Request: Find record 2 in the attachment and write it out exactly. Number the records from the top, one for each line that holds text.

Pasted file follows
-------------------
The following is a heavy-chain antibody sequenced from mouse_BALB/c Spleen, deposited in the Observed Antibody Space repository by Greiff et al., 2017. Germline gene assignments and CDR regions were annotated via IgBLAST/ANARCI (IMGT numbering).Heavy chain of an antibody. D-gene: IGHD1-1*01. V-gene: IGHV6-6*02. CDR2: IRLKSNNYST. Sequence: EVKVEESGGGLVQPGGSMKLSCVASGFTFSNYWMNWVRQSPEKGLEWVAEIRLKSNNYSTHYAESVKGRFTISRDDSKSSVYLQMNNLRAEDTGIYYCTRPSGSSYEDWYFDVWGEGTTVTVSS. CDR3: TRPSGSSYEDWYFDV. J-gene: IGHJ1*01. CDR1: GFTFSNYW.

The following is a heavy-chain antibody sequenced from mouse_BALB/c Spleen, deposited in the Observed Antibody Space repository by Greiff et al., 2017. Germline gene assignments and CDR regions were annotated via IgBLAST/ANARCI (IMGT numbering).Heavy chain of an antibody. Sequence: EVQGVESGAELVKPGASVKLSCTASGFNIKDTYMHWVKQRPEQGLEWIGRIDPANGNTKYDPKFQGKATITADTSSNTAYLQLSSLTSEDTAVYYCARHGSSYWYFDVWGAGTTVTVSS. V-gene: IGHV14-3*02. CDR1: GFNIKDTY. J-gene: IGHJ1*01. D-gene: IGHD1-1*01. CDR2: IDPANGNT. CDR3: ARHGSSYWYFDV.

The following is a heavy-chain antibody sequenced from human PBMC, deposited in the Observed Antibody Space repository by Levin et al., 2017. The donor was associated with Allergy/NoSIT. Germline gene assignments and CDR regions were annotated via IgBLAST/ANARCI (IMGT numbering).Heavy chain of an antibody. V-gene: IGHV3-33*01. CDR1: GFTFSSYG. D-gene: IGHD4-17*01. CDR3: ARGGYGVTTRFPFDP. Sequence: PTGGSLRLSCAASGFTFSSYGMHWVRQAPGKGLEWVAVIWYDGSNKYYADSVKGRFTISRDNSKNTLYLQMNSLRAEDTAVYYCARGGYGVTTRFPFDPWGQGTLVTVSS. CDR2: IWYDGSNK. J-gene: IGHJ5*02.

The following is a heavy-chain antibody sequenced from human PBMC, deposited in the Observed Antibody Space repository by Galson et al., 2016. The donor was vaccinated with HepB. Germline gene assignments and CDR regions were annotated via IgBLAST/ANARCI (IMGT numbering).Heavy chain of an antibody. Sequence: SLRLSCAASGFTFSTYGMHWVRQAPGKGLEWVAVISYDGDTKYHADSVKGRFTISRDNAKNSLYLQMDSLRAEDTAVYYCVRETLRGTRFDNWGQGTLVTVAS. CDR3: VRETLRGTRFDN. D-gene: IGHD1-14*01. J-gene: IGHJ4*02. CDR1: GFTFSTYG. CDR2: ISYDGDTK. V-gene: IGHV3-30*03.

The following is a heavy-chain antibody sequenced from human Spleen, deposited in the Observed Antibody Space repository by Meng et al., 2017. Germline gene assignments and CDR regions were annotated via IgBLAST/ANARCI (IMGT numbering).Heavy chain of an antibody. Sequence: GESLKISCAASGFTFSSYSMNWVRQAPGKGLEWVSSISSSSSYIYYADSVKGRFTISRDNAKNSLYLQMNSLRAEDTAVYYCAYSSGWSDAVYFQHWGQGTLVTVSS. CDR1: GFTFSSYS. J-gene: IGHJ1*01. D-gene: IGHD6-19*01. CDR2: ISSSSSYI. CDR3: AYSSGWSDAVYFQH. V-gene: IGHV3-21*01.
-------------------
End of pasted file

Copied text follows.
The following is a heavy-chain antibody sequenced from mouse_BALB/c Spleen, deposited in the Observed Antibody Space repository by Greiff et al., 2017. Germline gene assignments and CDR regions were annotated via IgBLAST/ANARCI (IMGT numbering).Heavy chain of an antibody. Sequence: EVQGVESGAELVKPGASVKLSCTASGFNIKDTYMHWVKQRPEQGLEWIGRIDPANGNTKYDPKFQGKATITADTSSNTAYLQLSSLTSEDTAVYYCARHGSSYWYFDVWGAGTTVTVSS. V-gene: IGHV14-3*02. CDR1: GFNIKDTY. J-gene: IGHJ1*01. D-gene: IGHD1-1*01. CDR2: IDPANGNT. CDR3: ARHGSSYWYFDV.